Monday, July 24, 2006

Dance of the Legong

As I mentioned, I've been scanning some of my favorite images from the past.
A disproportionate amount of these images are from Bali.
No surprise there... It's one of my favorite places on earth.

If I haven't mentioned the Dance of the Legong, it's only because my vocabulary isn't equiped enough to do the dance justice.
I hope the photo above will suffice, even though I know it won't.
At best it could whet your appetite to buy a ticket on the next plan to Denpasar, where you'd grab a taxi to Ubud and sit in on the evening dance at the Puri Saren Agung.

If you're anything like me, just the sound of those words will set you on a path that will drop you at the feet of the gods and goddesses of Bali.

If words aren't enough, you can find my images of Bali here.

If not.... well...

Monday, July 17, 2006

My Singapore Reading List in a nutshell...

One of my favorite things (okay, maybe the only thing I like) about long flights is that I get uninterrupted time to devour books.
During the 18 hour flight to Singapore and back, I read a lot of books.

Here's a recap of the books. Instead of reviewing each one, I'll just write one thing that I learned from each one, with a rating on a 5 point scale.

The Leaders Guide to Storytelling by Stephen Denning - 5/5
I learned about the power and structure of using a 'springboard' story to drive change in a business.

The Creative Habit by Twyla Tharp - 5/5
Twyla Tharp is one smart, practical artist.
I read this once. I'm about to start reading it again.
I learned that I have a lot to learn from a dancer, even though I don't dance.
I also learned that I should probably dance more...

The Consolations of Philosophy by Alain De Botton - 5/5
(A great, great introduction to Philosophy)
I learned that I'm an Epicurean at heart - needing only Friendship, Freedom, and Thought to be happy.

The Charisma Effect by Desmond Guilfoyle - 5/5
I learned that Guilfoyle has something to add to the general knowledge on speaking. I also learned about the power of the 'yes not' - using phrases like 'isn't it?' or 'doesn't it?'.
I'll be trying those soon...

The Power of Personal Storytelling by Jack Maguire - 4/5
I learned Elizabeth Ellis' summary of Story Types ('Ha-ha' for funny stories, 'Aha' for stories that surprise, 'Ahhh...' for stories that touch deep emotions, and 'Amen' for stories that move the spirt).

Aha! by Jordon Ayan - 4/5
Ayer says that the creative spirit is made up of four compenents - Curiosity, Openness, Risk Tolerance, and Energy - that he calls CORE.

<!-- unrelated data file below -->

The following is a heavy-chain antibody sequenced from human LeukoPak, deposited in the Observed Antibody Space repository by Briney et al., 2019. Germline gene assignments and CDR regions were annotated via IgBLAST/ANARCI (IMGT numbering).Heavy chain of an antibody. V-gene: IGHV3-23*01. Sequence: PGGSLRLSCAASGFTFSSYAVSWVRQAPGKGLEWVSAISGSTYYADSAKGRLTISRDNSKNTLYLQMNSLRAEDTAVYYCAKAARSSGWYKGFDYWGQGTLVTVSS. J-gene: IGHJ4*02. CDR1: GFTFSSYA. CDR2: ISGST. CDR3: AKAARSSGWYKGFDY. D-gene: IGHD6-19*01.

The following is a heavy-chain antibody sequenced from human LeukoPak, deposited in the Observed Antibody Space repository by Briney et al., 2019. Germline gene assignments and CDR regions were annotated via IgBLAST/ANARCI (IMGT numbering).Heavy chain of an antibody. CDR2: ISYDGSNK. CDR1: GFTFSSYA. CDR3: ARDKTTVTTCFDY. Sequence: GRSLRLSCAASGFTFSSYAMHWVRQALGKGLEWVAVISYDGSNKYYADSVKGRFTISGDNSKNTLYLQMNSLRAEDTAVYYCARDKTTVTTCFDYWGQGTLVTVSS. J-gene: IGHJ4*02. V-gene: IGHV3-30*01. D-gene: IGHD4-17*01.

Public Speaking for Success by Dale Carnegie - 4/5
I learned that Dale Carnegie had this speaking thing nailed back in the 1930's.There hasn't been too much new added...

Unstuck by Keith Yamashita & Sandra Spataro - 3/5
I like the explanation of the two types of reaction to change - "Blue Sky Mode" for folks who want to clear the plate and start over; and "Tuning Mode" for folks who want to make incremental changes; and the description of the conflicts between the two.
I'm a 'bue-skyer', by the way.

Ideaspotting by Sam Harrison - 3/5
Looking at the graphic for 360-degree exploring, I realized that I don't spend much time in stores. That's a conscious choice, but it means I'm missing out on some opportunities to explore new spaces for ideas.
My plan? I'm going to enter one new store every week and explore it for 30 minutes.

How Koreans Talk by Choe & Torchia - 3/5
I learned a bunch of Korean proverbs, my favorite of which is "It has a dragon's head, but a snake's tail". It means having a great start, but a weak ending.

Wisdom in Chinese Proverbs by Chen & Li - 3/5
I learned that 'you cannot keep something that must go'
or 'qu xhi zhong xu qu zai san liu bu zhu'!

Popular Chinese Proverbs - 3/5
'The gift of gab will put you in good stead'
or 'san cun bu lan zhi she'.
I think I'm living proof of that one!

Speak Easy by Barry Gibbons - 3/5
I picked up a great line, 'the recipe for a good speech always includes shortening'.
I'll be stealing that for class!

10 Simple Secrets of the World's Greatest Business Communicators by Carmine Gallo - 1/5
Ummm... I learned that there are more words in the title than there are new ideas in the book.What I did like was his assertion that dynamic speakers speak faster - 190 or so words per minute versus the 150 words per minute that most people average.

Radical Careering by Sally Hogshead - 1/5 (for the nice design)
I learned that you can get a book published by collecting one hundred cliches ("Fear Causes Paralysis" and "You Are a Work in Progress", for example) and calling them "Radical Truths"!

Well, I said that I read a lot of books during this trip...